13 Tips for Staying on Budget

Money

My personal budget is set up so I have a certain amount of money set aside for bills and the rest is for what I call “household spending”.  Household spending includes groceries, gasoline, makeup, eating out, entertainment, doctor visits, etc.  I don’t have any trouble sticking to the bills budget but the household budget is another matter entirely.  If you struggle with sticking to your household budget, like I do, here are some strategies that might help:

1.       If you don’t have money to spend, it’s probably not a good idea to go shopping.

2.       Keep track of how much you’ve spent and how much you have left.  If you don’t know how much money you have left, you won’t know if you can spend any.  I know, I know – ignorance is bliss, but if you’re trying to stay on budget, you have to keep track!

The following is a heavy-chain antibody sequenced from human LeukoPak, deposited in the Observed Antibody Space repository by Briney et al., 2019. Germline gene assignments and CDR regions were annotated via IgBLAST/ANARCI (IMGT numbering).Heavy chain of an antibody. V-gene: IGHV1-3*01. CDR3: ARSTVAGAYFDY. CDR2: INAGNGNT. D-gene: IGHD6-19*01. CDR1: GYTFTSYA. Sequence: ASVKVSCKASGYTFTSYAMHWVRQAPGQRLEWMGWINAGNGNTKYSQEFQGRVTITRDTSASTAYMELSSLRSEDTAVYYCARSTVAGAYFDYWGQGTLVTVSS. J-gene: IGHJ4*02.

3.       When you’re out shopping, have a list.  And on that list, have estimates of how much you’re going to spend on each item.  Add it up and be sure it fits the amount you have available.  If it doesn’t, modify your list.  And while you’re shopping, as you mark things off your list and put them in your cart, it might be a good idea to write down how much the item actually costs.  That way, if you have to put something back, it’ll be easier to figure out which item needs to go back.

4.       Shop with cash and leave your cards at home or in your car.  It’s hard for me to spend cash but easy for me to spend the invisible money in my checking account.  And unfortunately, if I go in with cash but spend more than my cash, I’ll just whip out my card and figure it all out later.  So if that’s what it takes, take only cash.  When it comes to cash, you can’t spend it if you don’t have it.

5.       Be realistic.  If you KNOW you’re going to go out to eat on Friday, budget for it.  If you’re not realistic, you’re probably not going to be able to stay on budget.